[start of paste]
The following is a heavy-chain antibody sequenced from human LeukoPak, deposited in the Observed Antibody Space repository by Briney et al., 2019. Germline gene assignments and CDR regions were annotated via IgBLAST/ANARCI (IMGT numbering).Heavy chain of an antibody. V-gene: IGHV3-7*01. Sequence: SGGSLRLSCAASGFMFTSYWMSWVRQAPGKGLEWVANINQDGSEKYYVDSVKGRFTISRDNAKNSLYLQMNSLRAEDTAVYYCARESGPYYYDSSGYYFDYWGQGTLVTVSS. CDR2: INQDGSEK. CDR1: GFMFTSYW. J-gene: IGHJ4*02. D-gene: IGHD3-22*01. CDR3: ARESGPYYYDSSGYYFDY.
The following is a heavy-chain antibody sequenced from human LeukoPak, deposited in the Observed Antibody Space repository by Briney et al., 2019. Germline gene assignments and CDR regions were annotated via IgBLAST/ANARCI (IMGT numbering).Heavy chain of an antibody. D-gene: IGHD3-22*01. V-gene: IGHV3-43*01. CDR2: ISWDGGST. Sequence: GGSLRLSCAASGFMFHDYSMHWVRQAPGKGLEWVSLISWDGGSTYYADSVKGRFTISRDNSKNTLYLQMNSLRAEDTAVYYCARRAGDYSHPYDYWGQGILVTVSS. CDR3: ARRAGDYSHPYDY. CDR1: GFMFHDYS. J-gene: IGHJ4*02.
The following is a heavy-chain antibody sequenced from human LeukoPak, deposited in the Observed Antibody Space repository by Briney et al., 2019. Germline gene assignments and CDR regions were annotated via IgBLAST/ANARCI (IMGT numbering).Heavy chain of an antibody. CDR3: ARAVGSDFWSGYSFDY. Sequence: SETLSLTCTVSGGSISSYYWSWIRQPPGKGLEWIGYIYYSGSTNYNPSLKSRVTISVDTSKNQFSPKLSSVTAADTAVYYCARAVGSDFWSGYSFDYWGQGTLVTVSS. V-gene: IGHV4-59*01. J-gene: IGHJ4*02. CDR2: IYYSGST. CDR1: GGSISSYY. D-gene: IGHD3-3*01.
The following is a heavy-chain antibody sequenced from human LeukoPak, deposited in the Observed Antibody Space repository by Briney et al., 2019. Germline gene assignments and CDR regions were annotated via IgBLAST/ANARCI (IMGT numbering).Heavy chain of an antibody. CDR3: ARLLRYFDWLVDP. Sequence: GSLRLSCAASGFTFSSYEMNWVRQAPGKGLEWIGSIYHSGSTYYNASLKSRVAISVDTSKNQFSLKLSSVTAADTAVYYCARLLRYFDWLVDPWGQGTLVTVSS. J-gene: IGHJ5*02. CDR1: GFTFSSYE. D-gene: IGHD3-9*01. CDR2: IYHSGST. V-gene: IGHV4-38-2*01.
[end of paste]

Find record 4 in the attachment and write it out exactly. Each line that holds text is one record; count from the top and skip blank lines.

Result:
The following is a heavy-chain antibody sequenced from human LeukoPak, deposited in the Observed Antibody Space repository by Briney et al., 2019. Germline gene assignments and CDR regions were annotated via IgBLAST/ANARCI (IMGT numbering).Heavy chain of an antibody. CDR3: ARLLRYFDWLVDP. Sequence: GSLRLSCAASGFTFSSYEMNWVRQAPGKGLEWIGSIYHSGSTYYNASLKSRVAISVDTSKNQFSLKLSSVTAADTAVYYCARLLRYFDWLVDPWGQGTLVTVSS. J-gene: IGHJ5*02. CDR1: GFTFSSYE. D-gene: IGHD3-9*01. CDR2: IYHSGST. V-gene: IGHV4-38-2*01.